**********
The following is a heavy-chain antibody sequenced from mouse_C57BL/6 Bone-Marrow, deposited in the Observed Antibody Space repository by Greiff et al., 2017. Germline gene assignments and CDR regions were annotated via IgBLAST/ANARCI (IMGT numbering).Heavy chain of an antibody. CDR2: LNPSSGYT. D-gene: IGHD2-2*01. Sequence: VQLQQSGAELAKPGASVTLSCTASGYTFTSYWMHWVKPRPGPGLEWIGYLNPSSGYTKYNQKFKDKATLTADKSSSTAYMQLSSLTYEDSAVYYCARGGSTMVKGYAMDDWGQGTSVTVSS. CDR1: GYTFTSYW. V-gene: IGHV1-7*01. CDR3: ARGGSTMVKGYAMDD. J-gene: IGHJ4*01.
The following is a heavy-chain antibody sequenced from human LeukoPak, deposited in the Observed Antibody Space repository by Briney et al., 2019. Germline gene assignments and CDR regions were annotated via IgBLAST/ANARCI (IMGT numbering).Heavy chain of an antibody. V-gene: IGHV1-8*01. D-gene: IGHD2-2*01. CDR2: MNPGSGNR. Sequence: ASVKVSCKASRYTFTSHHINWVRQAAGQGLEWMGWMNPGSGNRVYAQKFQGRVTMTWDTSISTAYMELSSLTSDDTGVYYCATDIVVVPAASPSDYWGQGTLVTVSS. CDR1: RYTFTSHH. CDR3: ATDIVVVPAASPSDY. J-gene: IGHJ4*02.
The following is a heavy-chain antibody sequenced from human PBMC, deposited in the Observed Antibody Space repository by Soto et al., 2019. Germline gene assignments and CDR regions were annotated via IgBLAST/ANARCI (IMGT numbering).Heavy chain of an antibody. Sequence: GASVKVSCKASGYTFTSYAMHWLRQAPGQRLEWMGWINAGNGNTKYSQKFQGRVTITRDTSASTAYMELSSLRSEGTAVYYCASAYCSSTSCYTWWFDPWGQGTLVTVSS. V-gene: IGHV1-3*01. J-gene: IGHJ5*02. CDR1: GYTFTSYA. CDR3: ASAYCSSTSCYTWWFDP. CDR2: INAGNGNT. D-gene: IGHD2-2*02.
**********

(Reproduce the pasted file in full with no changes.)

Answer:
The following is a heavy-chain antibody sequenced from mouse_C57BL/6 Bone-Marrow, deposited in the Observed Antibody Space repository by Greiff et al., 2017. Germline gene assignments and CDR regions were annotated via IgBLAST/ANARCI (IMGT numbering).Heavy chain of an antibody. CDR2: LNPSSGYT. D-gene: IGHD2-2*01. Sequence: VQLQQSGAELAKPGASVTLSCTASGYTFTSYWMHWVKPRPGPGLEWIGYLNPSSGYTKYNQKFKDKATLTADKSSSTAYMQLSSLTYEDSAVYYCARGGSTMVKGYAMDDWGQGTSVTVSS. CDR1: GYTFTSYW. V-gene: IGHV1-7*01. CDR3: ARGGSTMVKGYAMDD. J-gene: IGHJ4*01.
The following is a heavy-chain antibody sequenced from human LeukoPak, deposited in the Observed Antibody Space repository by Briney et al., 2019. Germline gene assignments and CDR regions were annotated via IgBLAST/ANARCI (IMGT numbering).Heavy chain of an antibody. V-gene: IGHV1-8*01. D-gene: IGHD2-2*01. CDR2: MNPGSGNR. Sequence: ASVKVSCKASRYTFTSHHINWVRQAAGQGLEWMGWMNPGSGNRVYAQKFQGRVTMTWDTSISTAYMELSSLTSDDTGVYYCATDIVVVPAASPSDYWGQGTLVTVSS. CDR1: RYTFTSHH. CDR3: ATDIVVVPAASPSDY. J-gene: IGHJ4*02.
The following is a heavy-chain antibody sequenced from human PBMC, deposited in the Observed Antibody Space repository by Soto et al., 2019. Germline gene assignments and CDR regions were annotated via IgBLAST/ANARCI (IMGT numbering).Heavy chain of an antibody. Sequence: GASVKVSCKASGYTFTSYAMHWLRQAPGQRLEWMGWINAGNGNTKYSQKFQGRVTITRDTSASTAYMELSSLRSEGTAVYYCASAYCSSTSCYTWWFDPWGQGTLVTVSS. V-gene: IGHV1-3*01. J-gene: IGHJ5*02. CDR1: GYTFTSYA. CDR3: ASAYCSSTSCYTWWFDP. CDR2: INAGNGNT. D-gene: IGHD2-2*02.